In this brave new world of big data, a database technology called "Bigtable" would seem to be worth considering — particularly if that technology is the creation of engineers at Google, a company that should know a thing or two about managing large quantities of data. If you believe that, two Apache database projects — Cassandra and HBase — have you covered.
Bigtable was originally described in a 2006 Google research publication. Interestingly, that paper doesn't describe Bigtable as a database, but as a "sparse, distributed, persistent multidimensional map" designed to store petabytes of data and run on commodity hardware. Rows are uniquely indexed, and Bigtable uses the row keys to partition data for distribution around the cluster. Columns can be defined within rows on the fly, making Bigtable for the most part schema-less.
Cassandra and HBase have borrowed much from the original Bigtable definition. In fact, whereas Cassandra descends from both Bigtable and Amazon's Dynamo, HBase describes itself as an "open source Bigtable implementation." As such, the two share many characteristics, but there are also important differences.
Born for big data
Both Cassandra and HBase are NoSQL databases, a term for which you can find numerous definitions. Generally, it means you cannot manipulate the database with SQL. However, Cassandra has implemented CQL (Cassandra Query Language), the syntax of which is obviously modeled after SQL.
Both are designed to manage extremely large data sets. HBase documentation proclaims that an HBase database should have hundreds of millions or — even better — billions of rows. Anything less, and you're advised to stick with an RDBMS.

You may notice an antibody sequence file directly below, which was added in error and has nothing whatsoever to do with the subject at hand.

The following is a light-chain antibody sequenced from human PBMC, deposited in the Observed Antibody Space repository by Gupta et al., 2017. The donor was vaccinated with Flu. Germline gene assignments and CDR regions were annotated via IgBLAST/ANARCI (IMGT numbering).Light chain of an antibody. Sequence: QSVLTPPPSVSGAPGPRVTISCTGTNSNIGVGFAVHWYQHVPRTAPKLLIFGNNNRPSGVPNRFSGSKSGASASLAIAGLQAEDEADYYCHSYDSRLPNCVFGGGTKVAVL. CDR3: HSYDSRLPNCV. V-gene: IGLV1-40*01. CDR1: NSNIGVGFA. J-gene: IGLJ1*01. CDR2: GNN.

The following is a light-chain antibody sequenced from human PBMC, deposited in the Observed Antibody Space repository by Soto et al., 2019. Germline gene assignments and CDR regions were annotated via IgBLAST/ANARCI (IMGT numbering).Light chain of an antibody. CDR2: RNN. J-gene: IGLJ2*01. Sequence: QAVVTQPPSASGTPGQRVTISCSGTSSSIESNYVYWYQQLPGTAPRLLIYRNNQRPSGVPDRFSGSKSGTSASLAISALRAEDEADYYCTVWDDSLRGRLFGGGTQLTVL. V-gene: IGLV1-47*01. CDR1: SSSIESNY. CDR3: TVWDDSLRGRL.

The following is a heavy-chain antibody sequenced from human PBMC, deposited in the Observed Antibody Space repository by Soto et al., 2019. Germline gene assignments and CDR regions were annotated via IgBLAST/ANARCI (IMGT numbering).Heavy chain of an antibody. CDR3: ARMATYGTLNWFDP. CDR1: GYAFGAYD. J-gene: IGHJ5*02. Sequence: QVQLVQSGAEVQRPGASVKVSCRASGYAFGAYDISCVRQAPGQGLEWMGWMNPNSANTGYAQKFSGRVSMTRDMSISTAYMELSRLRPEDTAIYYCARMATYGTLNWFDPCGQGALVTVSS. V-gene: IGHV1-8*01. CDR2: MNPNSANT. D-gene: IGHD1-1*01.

Both are distributed databases, not only in how data is stored, but also in how the data can be accessed. Clients can connect to any node in the cluster and access any data.
Both claim near linear scalability. Need to manage twice the data? Then double the number of nodes in your cluster.
Both safeguard data loss from cluster node failure via replication. A row written to the database is primarily the responsibility of a single cluster node (the row-to-node mapping being determined by whatever partitioning scheme you've employed). But the data is mirrored to other cluster members called replica nodes (the user-configurable replication factor specifies how many). If the primary node fails, its data can still be fetched from one of the replica nodes.
Both are referred to as column-oriented databases, which can be confusing because it sounds like a relational database that's been conceptually rotated 90 degrees. What's even more confusing is the fact that data is apparently arranged initially by row, and a table's primary key is the row key. However, unlike a relational database, no two rows in a column-oriented database need have the same columns. As mentioned above, you can add columns to a row on the fly (after the table has been created). In fact, you can add lots of columns to a row. The exact upper limit is hard to calculate, but it's unlikely you'll hit the limit even if you add tens of thousands of columns.
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